Paul of Tarsus became one of the biggest antagonists of the resurrection message. He persecuted those who believed Christ had risen from the dead, hunting them down and throwing them into prison. But after Paul came to believe it himself, he held on to the resurrection message with his dear life. He even gave his life to tell others about it.
Last week I said that one of the difficulties of our current, polarized political climate is that to speak up on any controversial issue is to be pigeon-holed into a political party or agenda. As Christians our loyalty lies not on a political platform, which will rot and decay, but on the firm foundation of Jesus Christ, which lasts forever. It is important to say this again, before addressing another hot-button topic. Continue reading →
Have you ever had a morning when the alarm went off and you hit the snooze button and pulled the sheets over your head, because you knew what lay ahead of you that day? Though I am rarely one to tarry in bed, I have had many mornings when the task list seemed insurmountable, and I was dropping balls faster than I could pick them up. How we start our day can determine how our day will unfold. Continue reading →
Hebert Fingarette taught philosophy at the University of California for many years. He wrote several books on a range of subjects including death. In his book on death, he stated that you should not be afraid, concerned, or anything about death. You are not going to suffer after you die, he asserted, because you will not exist then.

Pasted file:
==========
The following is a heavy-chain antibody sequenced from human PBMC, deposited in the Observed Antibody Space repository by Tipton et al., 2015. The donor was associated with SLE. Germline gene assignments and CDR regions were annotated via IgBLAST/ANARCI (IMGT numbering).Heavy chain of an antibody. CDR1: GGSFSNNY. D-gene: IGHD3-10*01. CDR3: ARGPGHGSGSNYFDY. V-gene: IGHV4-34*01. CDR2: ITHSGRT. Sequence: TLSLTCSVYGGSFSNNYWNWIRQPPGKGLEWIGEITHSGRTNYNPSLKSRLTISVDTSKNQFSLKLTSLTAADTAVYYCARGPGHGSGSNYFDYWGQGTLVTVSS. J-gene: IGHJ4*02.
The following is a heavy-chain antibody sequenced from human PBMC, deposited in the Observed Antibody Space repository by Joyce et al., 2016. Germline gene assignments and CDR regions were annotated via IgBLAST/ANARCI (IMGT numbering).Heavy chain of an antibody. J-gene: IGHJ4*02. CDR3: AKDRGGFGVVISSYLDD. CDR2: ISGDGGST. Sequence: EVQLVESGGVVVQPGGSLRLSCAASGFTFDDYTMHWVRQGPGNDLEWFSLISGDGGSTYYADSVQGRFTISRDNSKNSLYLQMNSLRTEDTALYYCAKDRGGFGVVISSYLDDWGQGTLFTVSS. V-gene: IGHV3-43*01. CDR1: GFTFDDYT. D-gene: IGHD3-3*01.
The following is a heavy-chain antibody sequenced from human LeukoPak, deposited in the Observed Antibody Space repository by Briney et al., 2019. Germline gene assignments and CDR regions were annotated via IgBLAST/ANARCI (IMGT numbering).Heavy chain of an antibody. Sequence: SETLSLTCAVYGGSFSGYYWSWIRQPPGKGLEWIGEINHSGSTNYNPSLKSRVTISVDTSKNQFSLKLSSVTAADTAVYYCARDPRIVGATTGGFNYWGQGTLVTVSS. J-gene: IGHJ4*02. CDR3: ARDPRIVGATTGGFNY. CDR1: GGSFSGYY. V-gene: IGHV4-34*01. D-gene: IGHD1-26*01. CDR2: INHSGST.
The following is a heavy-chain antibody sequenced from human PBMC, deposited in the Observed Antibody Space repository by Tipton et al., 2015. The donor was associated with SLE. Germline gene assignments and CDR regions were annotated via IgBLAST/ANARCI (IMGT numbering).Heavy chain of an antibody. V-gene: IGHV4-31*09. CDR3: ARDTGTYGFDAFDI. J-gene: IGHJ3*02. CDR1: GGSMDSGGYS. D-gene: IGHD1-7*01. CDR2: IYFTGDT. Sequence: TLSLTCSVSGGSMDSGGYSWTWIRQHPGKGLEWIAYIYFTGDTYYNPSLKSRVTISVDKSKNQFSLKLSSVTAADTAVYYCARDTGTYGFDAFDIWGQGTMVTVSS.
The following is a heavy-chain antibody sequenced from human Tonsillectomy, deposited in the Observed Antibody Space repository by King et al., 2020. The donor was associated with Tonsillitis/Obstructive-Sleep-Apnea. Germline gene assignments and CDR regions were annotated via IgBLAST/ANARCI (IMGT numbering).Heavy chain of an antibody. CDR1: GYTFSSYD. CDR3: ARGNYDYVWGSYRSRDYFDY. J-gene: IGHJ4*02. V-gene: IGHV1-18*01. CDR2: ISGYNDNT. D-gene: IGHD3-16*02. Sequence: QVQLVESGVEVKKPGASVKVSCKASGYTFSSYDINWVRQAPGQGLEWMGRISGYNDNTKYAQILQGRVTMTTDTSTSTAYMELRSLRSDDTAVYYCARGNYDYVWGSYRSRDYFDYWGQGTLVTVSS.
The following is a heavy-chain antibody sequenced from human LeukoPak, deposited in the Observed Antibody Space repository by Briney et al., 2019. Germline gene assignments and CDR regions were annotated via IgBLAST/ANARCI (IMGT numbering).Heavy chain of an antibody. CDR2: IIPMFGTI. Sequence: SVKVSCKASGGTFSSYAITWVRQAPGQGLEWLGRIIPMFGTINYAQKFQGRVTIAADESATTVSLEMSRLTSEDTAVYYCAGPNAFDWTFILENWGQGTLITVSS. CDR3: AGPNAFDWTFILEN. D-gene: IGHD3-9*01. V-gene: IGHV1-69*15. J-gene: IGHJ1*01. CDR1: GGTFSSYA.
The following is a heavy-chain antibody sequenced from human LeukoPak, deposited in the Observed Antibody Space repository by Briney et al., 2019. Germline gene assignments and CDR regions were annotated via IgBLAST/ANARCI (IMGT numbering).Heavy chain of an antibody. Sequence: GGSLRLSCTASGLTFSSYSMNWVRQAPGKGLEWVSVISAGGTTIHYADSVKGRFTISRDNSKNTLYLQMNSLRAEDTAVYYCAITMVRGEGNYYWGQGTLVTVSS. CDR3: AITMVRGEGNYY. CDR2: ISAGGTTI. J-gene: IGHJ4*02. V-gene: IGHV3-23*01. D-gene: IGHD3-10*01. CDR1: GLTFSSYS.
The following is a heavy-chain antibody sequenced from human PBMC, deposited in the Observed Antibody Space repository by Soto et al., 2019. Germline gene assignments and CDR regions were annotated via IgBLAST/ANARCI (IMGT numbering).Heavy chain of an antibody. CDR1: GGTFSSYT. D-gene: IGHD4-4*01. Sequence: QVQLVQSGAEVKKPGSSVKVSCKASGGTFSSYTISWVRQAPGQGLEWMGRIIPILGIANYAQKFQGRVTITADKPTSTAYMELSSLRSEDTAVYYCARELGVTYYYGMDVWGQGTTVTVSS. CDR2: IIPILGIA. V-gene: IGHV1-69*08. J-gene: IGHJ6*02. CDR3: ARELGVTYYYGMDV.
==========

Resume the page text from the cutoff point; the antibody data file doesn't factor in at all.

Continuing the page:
So, you committed your life to Christ. Did you expect a bed of roses? If you did, think again. While there is no greater joy than salvation in the Lord, the road that fallows Christ is marked with suffering.
Knowing the time of his betrayal and death drew near, what did Jesus do? He sat down to have one last meal with his disciples, a Passover meal.
The symbols Jesus used at that meal were common to Passover. This Passover bread was called the Bread of Affliction. Unleavened bread represented the affliction Israel endured as slaves in Egypt and their haste in leaving. Jesus gives this bread a new level of meaning. He would soon be severely afflicted by the breaking of his body to deliver his people from the greater slavery of sin (Matthew 26:26; Romans 8:2).
God will judge every deed. We must all – me, you, every person who ever lived – appear before the judgement seat of Christ, so that each of us may receive the due for what we have done while living on this earth, whether good or evil (2 Corinthians 5:10).
In the blink of an eye, all our deeds will be laid bare naked before us, even the evil we did not know we were doing. Whether you are the Ukrainian President Zelensky trying to fight for the survival of your country or the Russian President Putin trying to usurp another country’s sovereignty, we will all be appalled when the lid is ripped open and our deeds and motivations exposed for what they really were. At that moment the only words we will be able to utter will be: “I am not worthy, Lord, send me into the abyss. I am unworthy to enter the gates of your glorious kingdom, for I am a sinful man (I am a sinful woman) and the only thing I deserve is to be dammed forever.”
The Book of Ecclesiastes takes the reader for a ride. You might find yourself lost in all the loops. For this reason, the divinely inspired editor gives a summary statement at the end: “Fear God and keep his commandments, for this is the whole duty of humanity (Ecclesiastes 12:13).”
“The Preacher sought to find words of delight, and uprightly he wrote words of truth (Ecclesiastes 12:10).” What types of words do you seek out? The Preacher in the Book of Ecclesiastes sought words that met the highest standards of both form and content.